Learn why something is a "best practice."
then you use it.
Diving a bit deeper into a previous article, the first practical advice I pass on is to learn why something is a "best practice" and then use it.
A senior developer I worked with in the past explained it to me using this Michael Jordan quote: "You can practice shooting eight hours a day, but if your technique is wrong, then all you become is very good at shooting the wrong way. Get the fundamentals down, and the level of everything you do will rise."
"But Al - I see developers doing horrible things in the name of "best practice" all the time, how is that okay ..."
Sometimes we forget that a "best practice" has two types as its definition "method or technique that has been generally accepted as superior to any alternatives because it produces results that are superior to those achieved by other means" OR "it has become a standard way of doing things."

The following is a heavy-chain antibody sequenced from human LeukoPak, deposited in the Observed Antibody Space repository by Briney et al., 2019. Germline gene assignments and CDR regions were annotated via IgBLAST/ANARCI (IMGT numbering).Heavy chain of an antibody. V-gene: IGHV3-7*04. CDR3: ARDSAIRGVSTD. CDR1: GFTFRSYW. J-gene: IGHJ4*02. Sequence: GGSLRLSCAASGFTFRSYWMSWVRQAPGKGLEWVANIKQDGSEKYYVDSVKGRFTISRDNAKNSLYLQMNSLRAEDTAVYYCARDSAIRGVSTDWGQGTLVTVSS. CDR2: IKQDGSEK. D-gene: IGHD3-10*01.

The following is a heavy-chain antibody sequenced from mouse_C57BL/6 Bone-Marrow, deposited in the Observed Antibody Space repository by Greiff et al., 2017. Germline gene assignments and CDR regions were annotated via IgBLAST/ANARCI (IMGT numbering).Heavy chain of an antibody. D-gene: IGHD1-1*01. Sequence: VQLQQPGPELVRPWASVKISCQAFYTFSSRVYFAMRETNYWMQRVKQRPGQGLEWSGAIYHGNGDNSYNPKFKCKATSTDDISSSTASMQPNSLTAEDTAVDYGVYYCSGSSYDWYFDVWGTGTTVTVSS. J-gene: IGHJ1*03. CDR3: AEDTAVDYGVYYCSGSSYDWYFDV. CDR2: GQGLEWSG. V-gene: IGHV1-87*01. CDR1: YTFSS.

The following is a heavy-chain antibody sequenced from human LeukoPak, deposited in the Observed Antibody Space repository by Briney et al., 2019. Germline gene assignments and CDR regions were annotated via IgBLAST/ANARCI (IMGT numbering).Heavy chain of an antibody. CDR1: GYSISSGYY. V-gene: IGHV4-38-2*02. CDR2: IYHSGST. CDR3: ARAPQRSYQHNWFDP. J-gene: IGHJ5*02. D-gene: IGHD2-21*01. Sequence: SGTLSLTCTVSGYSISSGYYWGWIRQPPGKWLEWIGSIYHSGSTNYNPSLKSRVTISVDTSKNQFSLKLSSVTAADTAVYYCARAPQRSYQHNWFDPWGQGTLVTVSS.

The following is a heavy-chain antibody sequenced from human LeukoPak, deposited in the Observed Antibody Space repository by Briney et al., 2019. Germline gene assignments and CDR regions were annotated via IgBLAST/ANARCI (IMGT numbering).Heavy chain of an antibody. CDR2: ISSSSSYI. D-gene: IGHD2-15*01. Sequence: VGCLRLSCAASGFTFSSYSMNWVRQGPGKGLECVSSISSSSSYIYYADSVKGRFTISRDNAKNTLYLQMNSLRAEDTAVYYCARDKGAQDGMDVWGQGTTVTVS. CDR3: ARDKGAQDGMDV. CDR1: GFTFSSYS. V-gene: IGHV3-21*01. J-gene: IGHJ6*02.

A lot of the time, what started as the first part slowly became the second part, and this is only natural as teams develop over time.
A best practice is only "best" if it continues to deliver on that high value, and it should be re-evaluated and assessed every so often to see if the practice still is "best."
This is why I say it's essential to learn WHY something is a best practice - what pain did this solve? New people don't know that pain, so I always let a new person experience it, too, so then they also understand the importance of that best practice.